• Who was planning to use their personal mobile phone for company business? And who wanted to use a company-supplied mobile phone?

These three questions had distinct outcomes. (Think, “If A, then B.”) How could we define these outcomes? And how could we communicate to users the impact of their choices? Each outcome had different implications. For instance, if you chose to use your personal phone for company business, you would have to agree to let the company manage it (at least, the company data on it).

Process Flow to the Rescue

George and I spent an hour thrashing things out. We wanted to get to an answer to that question I raised above. “How do I know when I’m finished?” This would help us get the project unstuck. It was helpful to chase down all the conversation threads. For instance, we realized that the question of giving people a telephone set was not even an issue (no one was getting a telephone instrument.)

After we were confident we understood the problem, we sketched out the choices on a whiteboard. (See fuzzy image above). We realized that there were three questions to answer. Each response to the first question (yes or no) lead to the second question, also with two responses. And each of those led to a yes/no response to the third question. In all, we sketched eight possible outcomes.

We were able to map four solutions to these eight outcomes.

  • You get the Zoom app and a new mobile phone. We port your existing number to the new system, or assign a dedicated number if you did not already have one.
  • Your get the Zoom app and use your existing mobile phone. We port your existing number to the new system, or assign a dedicated number if you did not already have one.
  • You get the Zoom app and a new mobile phone. We assign you a number from the Zoom pool.
  • You get the Zoom app and use your existing mobile phone. We assign you a number from the Zoom pool.

A Roadmap for Gathering Responses

One of the ways this exercise helped us get the project unstuck concerned following with staff on their choices. We broke out the non-respondents into two groups: executive staff and everyone else. We elected to personally contact executive staff. And we had three simple questions to ask them (together with an explanation of what their choices would mean). We could probably knock out this group with a 5-10 minute phone conversation per executive.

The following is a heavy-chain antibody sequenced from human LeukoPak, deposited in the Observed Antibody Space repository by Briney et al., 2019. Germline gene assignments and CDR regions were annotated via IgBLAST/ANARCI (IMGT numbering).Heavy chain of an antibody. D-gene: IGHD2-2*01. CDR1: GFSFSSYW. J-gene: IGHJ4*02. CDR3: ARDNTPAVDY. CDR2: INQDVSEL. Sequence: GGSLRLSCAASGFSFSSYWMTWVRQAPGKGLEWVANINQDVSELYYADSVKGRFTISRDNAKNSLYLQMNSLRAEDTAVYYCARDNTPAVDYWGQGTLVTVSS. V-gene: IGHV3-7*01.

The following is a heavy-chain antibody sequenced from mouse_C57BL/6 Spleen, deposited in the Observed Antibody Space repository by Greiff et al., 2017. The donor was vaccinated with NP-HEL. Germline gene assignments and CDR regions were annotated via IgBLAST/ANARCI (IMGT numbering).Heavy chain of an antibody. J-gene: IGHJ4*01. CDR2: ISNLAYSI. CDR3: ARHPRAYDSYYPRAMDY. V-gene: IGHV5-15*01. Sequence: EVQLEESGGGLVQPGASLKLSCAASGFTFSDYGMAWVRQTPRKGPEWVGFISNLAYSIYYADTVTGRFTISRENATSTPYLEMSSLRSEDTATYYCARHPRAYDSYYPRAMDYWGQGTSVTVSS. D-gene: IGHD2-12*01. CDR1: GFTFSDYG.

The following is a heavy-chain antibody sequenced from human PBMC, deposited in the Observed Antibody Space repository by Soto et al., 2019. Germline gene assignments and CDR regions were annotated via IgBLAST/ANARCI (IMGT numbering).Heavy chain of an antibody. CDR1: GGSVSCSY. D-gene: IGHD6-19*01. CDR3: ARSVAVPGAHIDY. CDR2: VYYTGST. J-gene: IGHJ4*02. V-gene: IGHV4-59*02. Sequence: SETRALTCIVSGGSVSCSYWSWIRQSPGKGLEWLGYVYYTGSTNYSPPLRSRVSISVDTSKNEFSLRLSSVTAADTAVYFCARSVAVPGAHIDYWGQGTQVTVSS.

For the balance of the staff that had not originally responded, we could construct a simple survey. It would take people just a few minutes to respond (again, with information on the implications of their choices).

Importantly, we explained what we would choose for anyone who failed to respond. This was crucial for getting the project unstuck. We could not afford to allow someone’s lack of response to hold up the entire project.

Use This Technique to Get Your Project Unstuck

George and I were able to get his project unstuck because we accomplished a few things.

  • We clarified what was holding up the project—responses about who wanted a dedicated phone number.
  • By defining the possible outcomes of a choice, we were able to enumerate the outcomes and describe their implications. This will not always be possible. In our case, we were able to explain that staff would be treated in one of four ways, depending on their answers. Knowing what the outcomes could be helped us understand what we had to plan for.
  • We cracked the non-response problem by defining how we would handle non-respondents to the questions. Lead, follow or get out of the way.
  • Finally, we were able to anticipate questions about what each choice would mean for the user. Knowing the implications meant that we could help the user decide vs. continue to put it off a decision.

I hope you can use this example to think about how to get your project unstuck. Or if you would prefer, I can send you the plans for that pizza oven.